infatuated with another co-worker. She has an incredibly unhealthy relationship
with food and her own body and all of these things get into woven into the
story that she is telling us about herself. The story left me feeling icky,
which I have to give the author credit because that was probably her point,
I kept reading because it felt like it was building towards something and I was
curious to know what that something was. My biggest complaints about the story
weren’t about Eileen’s unlikableness, however. I felt that Moshfeg got super
repetitive in what she was trying to convey, specifically about Eileen in her
own character traits. What may have been purposeful, to kind of give us a better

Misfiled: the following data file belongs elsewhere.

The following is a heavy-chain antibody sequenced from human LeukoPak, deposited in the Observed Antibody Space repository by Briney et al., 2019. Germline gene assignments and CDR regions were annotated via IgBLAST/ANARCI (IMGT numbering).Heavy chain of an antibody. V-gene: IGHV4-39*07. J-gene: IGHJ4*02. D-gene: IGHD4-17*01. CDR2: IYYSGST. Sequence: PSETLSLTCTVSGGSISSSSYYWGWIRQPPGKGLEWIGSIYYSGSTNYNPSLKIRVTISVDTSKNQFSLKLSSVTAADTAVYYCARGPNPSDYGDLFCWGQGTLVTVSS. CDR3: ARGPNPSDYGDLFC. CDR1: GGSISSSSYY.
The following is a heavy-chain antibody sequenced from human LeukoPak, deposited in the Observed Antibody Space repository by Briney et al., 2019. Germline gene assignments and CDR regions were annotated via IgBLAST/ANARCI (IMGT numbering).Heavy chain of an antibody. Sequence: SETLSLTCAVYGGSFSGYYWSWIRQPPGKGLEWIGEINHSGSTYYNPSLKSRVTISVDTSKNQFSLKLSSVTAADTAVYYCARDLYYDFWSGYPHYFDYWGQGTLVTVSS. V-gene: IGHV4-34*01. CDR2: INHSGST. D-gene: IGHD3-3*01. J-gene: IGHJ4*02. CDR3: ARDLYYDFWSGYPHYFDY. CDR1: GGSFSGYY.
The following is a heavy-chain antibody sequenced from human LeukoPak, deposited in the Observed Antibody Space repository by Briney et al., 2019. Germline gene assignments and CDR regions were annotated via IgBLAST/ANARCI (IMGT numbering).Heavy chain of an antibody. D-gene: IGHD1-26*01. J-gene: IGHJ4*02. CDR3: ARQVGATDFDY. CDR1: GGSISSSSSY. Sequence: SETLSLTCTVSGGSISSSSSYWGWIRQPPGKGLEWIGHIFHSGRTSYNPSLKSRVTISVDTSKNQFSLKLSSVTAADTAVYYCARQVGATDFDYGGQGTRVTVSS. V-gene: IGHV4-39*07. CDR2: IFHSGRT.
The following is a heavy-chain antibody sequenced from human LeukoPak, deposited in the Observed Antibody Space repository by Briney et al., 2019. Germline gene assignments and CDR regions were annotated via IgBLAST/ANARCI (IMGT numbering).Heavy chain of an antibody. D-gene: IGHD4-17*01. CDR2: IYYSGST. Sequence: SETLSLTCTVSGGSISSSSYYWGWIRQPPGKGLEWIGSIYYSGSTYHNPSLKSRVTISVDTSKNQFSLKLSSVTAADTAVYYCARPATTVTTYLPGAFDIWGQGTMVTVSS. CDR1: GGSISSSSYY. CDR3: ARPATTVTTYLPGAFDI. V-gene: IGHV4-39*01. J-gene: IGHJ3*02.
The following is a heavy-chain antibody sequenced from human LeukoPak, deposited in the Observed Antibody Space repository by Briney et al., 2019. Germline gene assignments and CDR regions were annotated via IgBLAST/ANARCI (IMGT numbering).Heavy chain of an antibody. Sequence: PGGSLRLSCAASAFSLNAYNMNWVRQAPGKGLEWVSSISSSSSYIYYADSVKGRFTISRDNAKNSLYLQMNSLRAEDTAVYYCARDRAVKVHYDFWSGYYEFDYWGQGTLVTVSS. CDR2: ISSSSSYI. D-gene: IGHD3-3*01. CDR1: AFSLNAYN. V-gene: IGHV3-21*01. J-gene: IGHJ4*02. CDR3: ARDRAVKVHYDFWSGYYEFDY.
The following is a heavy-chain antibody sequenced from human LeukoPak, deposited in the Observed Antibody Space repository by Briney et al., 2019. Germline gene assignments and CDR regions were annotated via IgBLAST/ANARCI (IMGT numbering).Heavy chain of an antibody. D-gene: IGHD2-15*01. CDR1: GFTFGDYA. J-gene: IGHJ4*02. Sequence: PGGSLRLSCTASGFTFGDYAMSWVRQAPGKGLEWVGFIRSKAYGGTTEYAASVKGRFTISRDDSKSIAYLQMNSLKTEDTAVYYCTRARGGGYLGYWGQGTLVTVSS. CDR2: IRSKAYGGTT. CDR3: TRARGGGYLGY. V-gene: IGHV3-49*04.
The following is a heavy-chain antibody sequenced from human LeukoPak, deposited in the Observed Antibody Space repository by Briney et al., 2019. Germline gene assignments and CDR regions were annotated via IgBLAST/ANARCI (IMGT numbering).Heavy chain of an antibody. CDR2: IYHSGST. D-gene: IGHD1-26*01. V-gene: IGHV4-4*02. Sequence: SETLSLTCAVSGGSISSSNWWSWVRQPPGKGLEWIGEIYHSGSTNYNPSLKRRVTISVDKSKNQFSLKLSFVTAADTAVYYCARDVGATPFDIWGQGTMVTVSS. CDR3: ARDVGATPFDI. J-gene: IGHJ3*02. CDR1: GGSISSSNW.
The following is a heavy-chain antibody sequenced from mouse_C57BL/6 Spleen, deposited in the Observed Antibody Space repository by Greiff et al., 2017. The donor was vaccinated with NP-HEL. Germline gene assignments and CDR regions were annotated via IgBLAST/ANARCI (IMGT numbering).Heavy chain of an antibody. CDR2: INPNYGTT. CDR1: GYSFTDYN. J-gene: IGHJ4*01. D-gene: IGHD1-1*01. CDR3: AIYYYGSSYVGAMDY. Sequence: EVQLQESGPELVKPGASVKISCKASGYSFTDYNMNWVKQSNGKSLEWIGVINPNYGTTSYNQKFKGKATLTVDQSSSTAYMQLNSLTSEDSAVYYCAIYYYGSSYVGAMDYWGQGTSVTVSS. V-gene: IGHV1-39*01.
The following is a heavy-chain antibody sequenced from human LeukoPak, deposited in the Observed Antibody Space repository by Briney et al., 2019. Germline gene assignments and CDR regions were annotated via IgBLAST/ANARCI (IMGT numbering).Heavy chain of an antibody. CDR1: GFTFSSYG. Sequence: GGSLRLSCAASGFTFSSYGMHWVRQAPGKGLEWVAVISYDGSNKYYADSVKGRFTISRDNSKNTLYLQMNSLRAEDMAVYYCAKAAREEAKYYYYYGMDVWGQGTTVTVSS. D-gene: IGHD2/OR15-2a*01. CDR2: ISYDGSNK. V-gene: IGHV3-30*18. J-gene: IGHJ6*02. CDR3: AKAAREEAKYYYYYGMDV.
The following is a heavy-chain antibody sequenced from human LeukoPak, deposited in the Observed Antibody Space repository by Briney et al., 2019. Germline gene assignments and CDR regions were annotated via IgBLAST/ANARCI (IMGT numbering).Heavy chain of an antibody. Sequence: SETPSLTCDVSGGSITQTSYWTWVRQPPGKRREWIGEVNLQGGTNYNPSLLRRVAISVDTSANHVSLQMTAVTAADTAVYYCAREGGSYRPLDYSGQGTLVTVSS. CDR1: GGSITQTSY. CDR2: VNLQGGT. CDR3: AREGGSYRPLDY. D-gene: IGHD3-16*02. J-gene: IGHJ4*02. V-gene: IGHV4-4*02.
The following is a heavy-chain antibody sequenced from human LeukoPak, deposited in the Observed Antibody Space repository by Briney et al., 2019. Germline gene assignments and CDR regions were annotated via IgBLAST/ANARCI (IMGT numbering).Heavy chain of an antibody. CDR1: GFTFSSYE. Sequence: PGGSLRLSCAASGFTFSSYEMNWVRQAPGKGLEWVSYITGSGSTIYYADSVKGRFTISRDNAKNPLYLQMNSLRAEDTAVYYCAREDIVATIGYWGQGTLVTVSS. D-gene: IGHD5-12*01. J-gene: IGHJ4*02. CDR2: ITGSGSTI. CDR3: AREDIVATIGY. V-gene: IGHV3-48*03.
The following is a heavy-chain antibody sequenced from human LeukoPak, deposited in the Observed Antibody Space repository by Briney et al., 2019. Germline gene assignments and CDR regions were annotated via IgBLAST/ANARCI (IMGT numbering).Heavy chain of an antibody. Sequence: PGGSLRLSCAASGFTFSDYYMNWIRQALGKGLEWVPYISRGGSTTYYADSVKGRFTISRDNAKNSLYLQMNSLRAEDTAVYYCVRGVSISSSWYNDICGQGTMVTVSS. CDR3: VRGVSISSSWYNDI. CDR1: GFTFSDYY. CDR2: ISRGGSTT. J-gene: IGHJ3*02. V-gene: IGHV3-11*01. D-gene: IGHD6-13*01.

idea of Eileen’s mental state, came off as padded prose. We were reading the
same things over and over again. Additionally, the climax– that thing we
were building towards that she did so well of putting a feeling into the
story– the climax and resolution happened too late in the story and it gave the
feeling that everything at the end was rushed. Despite having mixed feelings
about the story as a whole, it did really keep me thinking, especially about Eileen
as a narrator, and inspired a video that I made about unreliable narrators in general.
Overall, I also gave this one 3 out of 5 stars. Another book that I picked up from the
Man Booker Long List was “The North Water” by Ian McGuire.
Holy held did I struggle getting through this one and I just
think it’s an accomplishment that I read it to the end at all. This is historical fiction about a bunch of whalers in the Arctic Circle. I will start off this little mini-review by
saying that this was not the book for me. I can see what McGuire was trying to do
but I will say that in addition to his story being not for me, I don’t think he
was entirely successful in his endgame. McGuire is clearly a gifted storyteller